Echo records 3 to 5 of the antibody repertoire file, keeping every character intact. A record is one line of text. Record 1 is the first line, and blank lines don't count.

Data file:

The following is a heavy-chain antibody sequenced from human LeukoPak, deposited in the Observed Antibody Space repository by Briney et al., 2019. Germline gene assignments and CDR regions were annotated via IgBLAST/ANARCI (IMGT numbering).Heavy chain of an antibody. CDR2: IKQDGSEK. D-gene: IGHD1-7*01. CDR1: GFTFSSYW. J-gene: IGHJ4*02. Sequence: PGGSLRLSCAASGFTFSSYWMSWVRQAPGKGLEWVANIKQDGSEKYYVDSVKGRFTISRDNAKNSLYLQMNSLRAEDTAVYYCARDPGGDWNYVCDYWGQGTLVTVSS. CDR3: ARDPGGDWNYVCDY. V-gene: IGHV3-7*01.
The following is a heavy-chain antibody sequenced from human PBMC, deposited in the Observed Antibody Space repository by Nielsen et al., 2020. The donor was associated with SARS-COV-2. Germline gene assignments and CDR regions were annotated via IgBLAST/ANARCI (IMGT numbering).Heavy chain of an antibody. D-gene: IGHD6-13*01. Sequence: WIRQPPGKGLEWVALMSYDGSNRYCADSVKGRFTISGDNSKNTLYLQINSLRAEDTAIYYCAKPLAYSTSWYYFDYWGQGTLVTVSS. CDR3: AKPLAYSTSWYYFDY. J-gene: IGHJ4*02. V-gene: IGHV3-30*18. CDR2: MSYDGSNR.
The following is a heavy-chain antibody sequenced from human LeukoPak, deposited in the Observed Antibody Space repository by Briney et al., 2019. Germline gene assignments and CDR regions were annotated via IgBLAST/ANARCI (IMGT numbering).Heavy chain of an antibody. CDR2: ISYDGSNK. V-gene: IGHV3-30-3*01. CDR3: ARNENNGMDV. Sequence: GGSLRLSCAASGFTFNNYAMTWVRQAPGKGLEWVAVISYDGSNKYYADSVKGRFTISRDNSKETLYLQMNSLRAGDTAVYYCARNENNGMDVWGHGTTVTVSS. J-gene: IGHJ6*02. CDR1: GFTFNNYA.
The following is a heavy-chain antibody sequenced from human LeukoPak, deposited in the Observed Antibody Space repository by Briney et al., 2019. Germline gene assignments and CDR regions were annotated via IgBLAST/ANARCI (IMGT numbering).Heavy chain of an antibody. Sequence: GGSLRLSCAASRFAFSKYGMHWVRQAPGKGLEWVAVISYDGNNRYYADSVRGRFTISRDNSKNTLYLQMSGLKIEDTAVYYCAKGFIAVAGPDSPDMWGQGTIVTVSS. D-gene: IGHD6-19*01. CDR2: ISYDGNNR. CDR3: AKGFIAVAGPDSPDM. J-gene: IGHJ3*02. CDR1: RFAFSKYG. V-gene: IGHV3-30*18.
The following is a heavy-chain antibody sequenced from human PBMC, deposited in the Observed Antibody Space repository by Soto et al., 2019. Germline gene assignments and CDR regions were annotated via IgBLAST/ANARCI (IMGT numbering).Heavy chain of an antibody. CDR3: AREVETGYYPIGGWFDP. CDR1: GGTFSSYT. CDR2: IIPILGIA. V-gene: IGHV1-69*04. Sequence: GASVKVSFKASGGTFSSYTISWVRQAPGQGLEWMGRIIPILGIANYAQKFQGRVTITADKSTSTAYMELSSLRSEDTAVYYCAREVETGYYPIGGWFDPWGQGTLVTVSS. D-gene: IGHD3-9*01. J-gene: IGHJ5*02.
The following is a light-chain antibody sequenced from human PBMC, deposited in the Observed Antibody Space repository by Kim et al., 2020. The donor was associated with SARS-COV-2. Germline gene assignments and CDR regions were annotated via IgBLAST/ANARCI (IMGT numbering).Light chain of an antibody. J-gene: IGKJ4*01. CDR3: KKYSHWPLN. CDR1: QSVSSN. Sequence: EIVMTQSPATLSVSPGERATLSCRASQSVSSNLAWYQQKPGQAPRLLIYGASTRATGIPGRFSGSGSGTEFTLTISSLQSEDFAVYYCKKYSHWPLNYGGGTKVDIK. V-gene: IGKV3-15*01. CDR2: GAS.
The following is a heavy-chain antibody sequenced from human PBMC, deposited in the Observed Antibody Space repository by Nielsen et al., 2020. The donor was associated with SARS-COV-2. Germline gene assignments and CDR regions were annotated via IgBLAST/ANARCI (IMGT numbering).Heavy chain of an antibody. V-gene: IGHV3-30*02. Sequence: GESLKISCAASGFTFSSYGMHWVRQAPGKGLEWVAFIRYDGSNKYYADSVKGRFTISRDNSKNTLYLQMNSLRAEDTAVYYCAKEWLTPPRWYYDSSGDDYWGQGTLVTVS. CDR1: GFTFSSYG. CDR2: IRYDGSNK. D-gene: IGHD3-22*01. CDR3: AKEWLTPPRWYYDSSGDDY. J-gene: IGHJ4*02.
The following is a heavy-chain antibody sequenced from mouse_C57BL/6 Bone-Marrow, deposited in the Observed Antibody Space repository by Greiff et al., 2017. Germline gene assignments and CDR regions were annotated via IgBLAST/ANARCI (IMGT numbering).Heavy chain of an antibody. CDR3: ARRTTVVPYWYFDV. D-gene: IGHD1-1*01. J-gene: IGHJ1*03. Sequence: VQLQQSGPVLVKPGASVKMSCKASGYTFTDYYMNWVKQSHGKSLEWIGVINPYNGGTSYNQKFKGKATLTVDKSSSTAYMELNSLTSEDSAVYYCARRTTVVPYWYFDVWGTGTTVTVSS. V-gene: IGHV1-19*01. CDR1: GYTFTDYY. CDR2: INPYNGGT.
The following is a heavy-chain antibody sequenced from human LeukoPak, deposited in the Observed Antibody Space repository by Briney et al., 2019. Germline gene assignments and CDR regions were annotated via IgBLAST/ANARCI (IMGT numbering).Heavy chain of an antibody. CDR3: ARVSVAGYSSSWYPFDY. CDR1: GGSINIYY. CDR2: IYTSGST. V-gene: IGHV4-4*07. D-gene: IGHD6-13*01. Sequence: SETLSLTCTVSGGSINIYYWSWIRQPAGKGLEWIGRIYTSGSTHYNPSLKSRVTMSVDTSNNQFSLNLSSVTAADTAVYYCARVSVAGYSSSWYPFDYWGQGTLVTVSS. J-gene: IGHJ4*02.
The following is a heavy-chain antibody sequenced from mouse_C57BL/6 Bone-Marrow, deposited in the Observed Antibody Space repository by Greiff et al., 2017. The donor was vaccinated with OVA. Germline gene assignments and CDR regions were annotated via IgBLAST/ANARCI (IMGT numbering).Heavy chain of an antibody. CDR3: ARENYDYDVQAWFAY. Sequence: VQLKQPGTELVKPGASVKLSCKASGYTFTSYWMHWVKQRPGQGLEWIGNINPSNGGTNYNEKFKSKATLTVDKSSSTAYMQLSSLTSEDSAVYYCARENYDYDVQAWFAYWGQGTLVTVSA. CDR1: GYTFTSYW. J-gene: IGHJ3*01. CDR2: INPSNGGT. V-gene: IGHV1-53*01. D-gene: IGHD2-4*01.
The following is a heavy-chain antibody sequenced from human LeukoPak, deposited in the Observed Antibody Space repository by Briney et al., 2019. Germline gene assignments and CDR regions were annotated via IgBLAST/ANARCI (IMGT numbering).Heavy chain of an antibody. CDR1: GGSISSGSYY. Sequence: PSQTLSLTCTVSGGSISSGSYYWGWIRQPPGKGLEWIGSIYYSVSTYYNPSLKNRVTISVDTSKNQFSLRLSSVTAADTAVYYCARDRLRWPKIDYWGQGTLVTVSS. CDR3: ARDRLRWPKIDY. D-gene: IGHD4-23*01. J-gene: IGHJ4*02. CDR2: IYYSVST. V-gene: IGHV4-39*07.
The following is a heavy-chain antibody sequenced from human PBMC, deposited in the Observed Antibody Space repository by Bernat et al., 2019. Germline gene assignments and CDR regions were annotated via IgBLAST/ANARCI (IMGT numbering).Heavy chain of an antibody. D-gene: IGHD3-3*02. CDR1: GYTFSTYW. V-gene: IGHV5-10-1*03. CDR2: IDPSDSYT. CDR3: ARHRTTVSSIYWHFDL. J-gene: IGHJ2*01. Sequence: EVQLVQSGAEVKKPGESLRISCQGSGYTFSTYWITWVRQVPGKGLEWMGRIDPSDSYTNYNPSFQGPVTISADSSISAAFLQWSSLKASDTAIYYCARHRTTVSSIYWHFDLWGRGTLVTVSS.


The following is a heavy-chain antibody sequenced from human LeukoPak, deposited in the Observed Antibody Space repository by Briney et al., 2019. Germline gene assignments and CDR regions were annotated via IgBLAST/ANARCI (IMGT numbering).Heavy chain of an antibody. CDR2: ISYDGSNK. V-gene: IGHV3-30-3*01. CDR3: ARNENNGMDV. Sequence: GGSLRLSCAASGFTFNNYAMTWVRQAPGKGLEWVAVISYDGSNKYYADSVKGRFTISRDNSKETLYLQMNSLRAGDTAVYYCARNENNGMDVWGHGTTVTVSS. J-gene: IGHJ6*02. CDR1: GFTFNNYA.
The following is a heavy-chain antibody sequenced from human LeukoPak, deposited in the Observed Antibody Space repository by Briney et al., 2019. Germline gene assignments and CDR regions were annotated via IgBLAST/ANARCI (IMGT numbering).Heavy chain of an antibody. Sequence: GGSLRLSCAASRFAFSKYGMHWVRQAPGKGLEWVAVISYDGNNRYYADSVRGRFTISRDNSKNTLYLQMSGLKIEDTAVYYCAKGFIAVAGPDSPDMWGQGTIVTVSS. D-gene: IGHD6-19*01. CDR2: ISYDGNNR. CDR3: AKGFIAVAGPDSPDM. J-gene: IGHJ3*02. CDR1: RFAFSKYG. V-gene: IGHV3-30*18.
The following is a heavy-chain antibody sequenced from human PBMC, deposited in the Observed Antibody Space repository by Soto et al., 2019. Germline gene assignments and CDR regions were annotated via IgBLAST/ANARCI (IMGT numbering).Heavy chain of an antibody. CDR3: AREVETGYYPIGGWFDP. CDR1: GGTFSSYT. CDR2: IIPILGIA. V-gene: IGHV1-69*04. Sequence: GASVKVSFKASGGTFSSYTISWVRQAPGQGLEWMGRIIPILGIANYAQKFQGRVTITADKSTSTAYMELSSLRSEDTAVYYCAREVETGYYPIGGWFDPWGQGTLVTVSS. D-gene: IGHD3-9*01. J-gene: IGHJ5*02.